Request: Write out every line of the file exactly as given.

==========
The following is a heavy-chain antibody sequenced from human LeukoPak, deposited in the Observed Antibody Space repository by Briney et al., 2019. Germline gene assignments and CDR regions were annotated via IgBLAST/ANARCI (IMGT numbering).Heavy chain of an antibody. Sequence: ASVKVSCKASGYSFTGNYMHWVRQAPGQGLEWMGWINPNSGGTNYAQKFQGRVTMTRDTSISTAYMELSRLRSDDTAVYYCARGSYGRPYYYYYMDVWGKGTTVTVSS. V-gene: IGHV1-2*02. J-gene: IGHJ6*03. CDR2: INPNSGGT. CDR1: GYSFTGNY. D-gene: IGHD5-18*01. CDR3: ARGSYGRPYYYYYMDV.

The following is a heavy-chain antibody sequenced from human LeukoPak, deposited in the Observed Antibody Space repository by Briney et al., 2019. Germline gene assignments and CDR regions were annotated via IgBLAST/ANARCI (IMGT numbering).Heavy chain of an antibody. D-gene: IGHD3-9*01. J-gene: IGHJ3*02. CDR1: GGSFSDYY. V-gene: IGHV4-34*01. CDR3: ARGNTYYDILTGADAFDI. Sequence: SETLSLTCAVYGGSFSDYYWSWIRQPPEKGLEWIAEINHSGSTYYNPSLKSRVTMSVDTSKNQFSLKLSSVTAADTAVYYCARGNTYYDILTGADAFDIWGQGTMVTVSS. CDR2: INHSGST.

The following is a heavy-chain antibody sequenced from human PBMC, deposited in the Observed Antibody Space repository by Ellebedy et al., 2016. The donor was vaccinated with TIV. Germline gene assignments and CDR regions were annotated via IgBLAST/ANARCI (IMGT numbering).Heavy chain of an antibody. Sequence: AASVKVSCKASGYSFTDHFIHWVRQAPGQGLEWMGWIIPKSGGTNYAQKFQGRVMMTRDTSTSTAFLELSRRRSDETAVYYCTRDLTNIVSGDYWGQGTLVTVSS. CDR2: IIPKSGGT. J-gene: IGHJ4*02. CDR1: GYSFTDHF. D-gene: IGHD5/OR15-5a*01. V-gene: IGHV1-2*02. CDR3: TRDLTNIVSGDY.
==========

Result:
The following is a heavy-chain antibody sequenced from human LeukoPak, deposited in the Observed Antibody Space repository by Briney et al., 2019. Germline gene assignments and CDR regions were annotated via IgBLAST/ANARCI (IMGT numbering).Heavy chain of an antibody. Sequence: ASVKVSCKASGYSFTGNYMHWVRQAPGQGLEWMGWINPNSGGTNYAQKFQGRVTMTRDTSISTAYMELSRLRSDDTAVYYCARGSYGRPYYYYYMDVWGKGTTVTVSS. V-gene: IGHV1-2*02. J-gene: IGHJ6*03. CDR2: INPNSGGT. CDR1: GYSFTGNY. D-gene: IGHD5-18*01. CDR3: ARGSYGRPYYYYYMDV.

The following is a heavy-chain antibody sequenced from human LeukoPak, deposited in the Observed Antibody Space repository by Briney et al., 2019. Germline gene assignments and CDR regions were annotated via IgBLAST/ANARCI (IMGT numbering).Heavy chain of an antibody. D-gene: IGHD3-9*01. J-gene: IGHJ3*02. CDR1: GGSFSDYY. V-gene: IGHV4-34*01. CDR3: ARGNTYYDILTGADAFDI. Sequence: SETLSLTCAVYGGSFSDYYWSWIRQPPEKGLEWIAEINHSGSTYYNPSLKSRVTMSVDTSKNQFSLKLSSVTAADTAVYYCARGNTYYDILTGADAFDIWGQGTMVTVSS. CDR2: INHSGST.

The following is a heavy-chain antibody sequenced from human PBMC, deposited in the Observed Antibody Space repository by Ellebedy et al., 2016. The donor was vaccinated with TIV. Germline gene assignments and CDR regions were annotated via IgBLAST/ANARCI (IMGT numbering).Heavy chain of an antibody. Sequence: AASVKVSCKASGYSFTDHFIHWVRQAPGQGLEWMGWIIPKSGGTNYAQKFQGRVMMTRDTSTSTAFLELSRRRSDETAVYYCTRDLTNIVSGDYWGQGTLVTVSS. CDR2: IIPKSGGT. J-gene: IGHJ4*02. CDR1: GYSFTDHF. D-gene: IGHD5/OR15-5a*01. V-gene: IGHV1-2*02. CDR3: TRDLTNIVSGDY.